BRUNSWICK, Ga. (AP) — The defense attorney who caused an outcry by saying Black pastors should be barred from the murder trial over Ahmaud Arbery’s death declared in court Friday that a courthouse rally and other actions supporting the slain Black man’s family were comparable to a “public lynching” of the three white defendants.
“This case has been infected by things that have nothing to do with the guilt or innocence of these defendants,” attorney Kevin Gough told the judge, arguing that civil rights activists are trying to influence the disproportionately white jury.
Gough renewed a request for a mistrial the day after the Rev. Al Sharpton, the Rev. Jesse Jackson and Martin Luther King III joined hundreds of pastors, most of them Black, praying and rallying at the steps of the Glynn County courthouse. The event was organized after Gough last week objected to Sharpton sitting in the back row of the courtroom with Arbery’s parents.
“Third parties are influencing this case,” Gough said. “They’ve been doing it from the gallery in this courtroom. They’ve been doing it outside. This is what a public lynching looks like in the 21st century.”
He told the judge his client’s right to a fair trial was being violated by a “left woke mob.”
Superior Court Judge Timothy Walmsley dismissed the mistrial motion with little discussion.
“I don’t recall any disruption in the courtroom itself,” the judge said of Thursday’s rally, which coincided with defense testimony.
Gough is the lead attorney for William “Roddie” Bryan, who joined father and son Greg and Travis McMichael in pursuing Arbery in pickup trucks after spotting the 25-year-old man running in their coastal Georgia neighborhood on Feb. 23, 2020. Bryan took cellphone video of Travis McMichael shooting Arbery as he threw punches and grabbed for the shotgun.
Arbery’s killing later became part of the broader reckoning on racial injustice in the criminal legal system after a string of fatal encounters between Black people and police.
Gough has repeatedly raised concerns about outside activists seeking to influence the case. He made the lynching remark after prosecutor Linda Dunikoski accused Gough of intentionally provoking outrage among Black pastors and civil rights activists.
“They are responding to what he strategically, knowingly, intelligently did so that there would be a response so that he could then complain of it,” Dunikoski said. “That is good lawyering right there. Because now he’s motioned for a mistrial based on something that he caused.”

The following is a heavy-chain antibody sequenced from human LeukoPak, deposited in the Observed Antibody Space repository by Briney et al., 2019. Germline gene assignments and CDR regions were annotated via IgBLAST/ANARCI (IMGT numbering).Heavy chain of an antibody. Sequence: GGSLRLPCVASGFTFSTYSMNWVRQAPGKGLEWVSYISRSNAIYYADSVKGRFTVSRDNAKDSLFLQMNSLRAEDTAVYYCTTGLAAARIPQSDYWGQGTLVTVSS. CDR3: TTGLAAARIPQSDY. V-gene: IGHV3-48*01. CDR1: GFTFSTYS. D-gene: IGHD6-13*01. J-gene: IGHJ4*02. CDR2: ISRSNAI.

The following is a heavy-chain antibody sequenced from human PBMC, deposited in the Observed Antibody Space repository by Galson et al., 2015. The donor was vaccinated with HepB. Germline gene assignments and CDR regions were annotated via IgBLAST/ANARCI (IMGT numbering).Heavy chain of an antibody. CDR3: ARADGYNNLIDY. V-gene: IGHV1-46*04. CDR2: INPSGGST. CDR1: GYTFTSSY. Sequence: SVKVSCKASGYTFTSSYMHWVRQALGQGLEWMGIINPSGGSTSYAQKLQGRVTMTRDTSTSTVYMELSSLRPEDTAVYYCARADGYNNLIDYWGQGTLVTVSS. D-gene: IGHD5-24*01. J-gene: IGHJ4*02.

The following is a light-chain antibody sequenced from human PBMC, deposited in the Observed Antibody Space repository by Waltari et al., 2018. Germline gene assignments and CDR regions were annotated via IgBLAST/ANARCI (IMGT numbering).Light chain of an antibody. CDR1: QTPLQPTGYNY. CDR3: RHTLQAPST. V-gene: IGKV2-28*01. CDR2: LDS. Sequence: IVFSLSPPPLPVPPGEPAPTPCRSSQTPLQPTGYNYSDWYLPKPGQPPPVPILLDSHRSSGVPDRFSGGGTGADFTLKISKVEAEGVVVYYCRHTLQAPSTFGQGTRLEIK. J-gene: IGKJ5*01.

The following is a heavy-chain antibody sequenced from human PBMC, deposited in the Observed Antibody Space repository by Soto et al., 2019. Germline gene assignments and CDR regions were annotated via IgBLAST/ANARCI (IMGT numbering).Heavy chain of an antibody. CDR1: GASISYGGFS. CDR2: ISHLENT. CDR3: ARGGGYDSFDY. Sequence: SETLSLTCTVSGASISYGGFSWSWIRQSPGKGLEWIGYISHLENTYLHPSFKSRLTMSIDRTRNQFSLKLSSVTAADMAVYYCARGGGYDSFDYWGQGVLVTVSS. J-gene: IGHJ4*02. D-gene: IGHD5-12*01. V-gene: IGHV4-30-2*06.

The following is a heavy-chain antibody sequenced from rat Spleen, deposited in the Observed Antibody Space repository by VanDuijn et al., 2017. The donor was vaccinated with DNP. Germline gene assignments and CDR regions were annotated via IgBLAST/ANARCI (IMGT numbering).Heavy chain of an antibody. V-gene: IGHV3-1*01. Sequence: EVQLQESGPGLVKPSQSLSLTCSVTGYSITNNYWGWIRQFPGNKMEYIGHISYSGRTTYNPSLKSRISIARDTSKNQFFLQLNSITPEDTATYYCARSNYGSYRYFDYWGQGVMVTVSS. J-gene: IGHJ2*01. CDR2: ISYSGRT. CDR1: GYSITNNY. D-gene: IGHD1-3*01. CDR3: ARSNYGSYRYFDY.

Arbery’s mother, Wanda Cooper-Jones, called Gough’s latest comments “ridiculous.”
“He’s done things repeatedly that just surprise me that he would say,” she told reporters outside the courthouse. “Very surprising, but not unexpected I would say.”
With closing arguments set for Monday, prosecutors and defense attorneys spent Friday debating nuances of the legal instructions the judge plans to give to the jury before deliberations.
Much of the debate dealt with how the judge will describe the limitations on making a citizen’s arrest. Defense attorneys say Georgia law authorized the McMichaels and Bryan to detain Arbery for police because they had valid reason to suspect he was a burglar. Prosecutors say there’s no evidence that Arbery had committed any crimes in the neighborhood.
Defense attorneys objected when the judge said he would instruct the jury that “a private citizen’s warrantless arrest must occur immediately after the perpetration of the offense, or in the case of a felony during escape.”
Robert Rubin, an attorney for Travis McMichael, said the proposed language would make it virtually impossible for a jury to find the defendants had probable cause to detain Arbery based on suspicion he’d committed prior burglaries in same home under construction he was seen running from before his death.
“We have built this whole case around the probable cause … that Travis McMichael and Greg McMichael had on Feb. 23 for events that happened previously,” Rubin said. “And you are gutting all of it.”
Travis McMichael testified this week that he had seen security camera videos of Arbery inside the unfinished home and that he spotted Arbery “creeping” outside of it 12 days before the shooting. None of the five videos of Arbery inside the home showed him stealing. The owner said he installed cameras after items were taken from a boat he kept in an open garage.
Walmsley said he would consider changes if attorneys could support them citing other cases.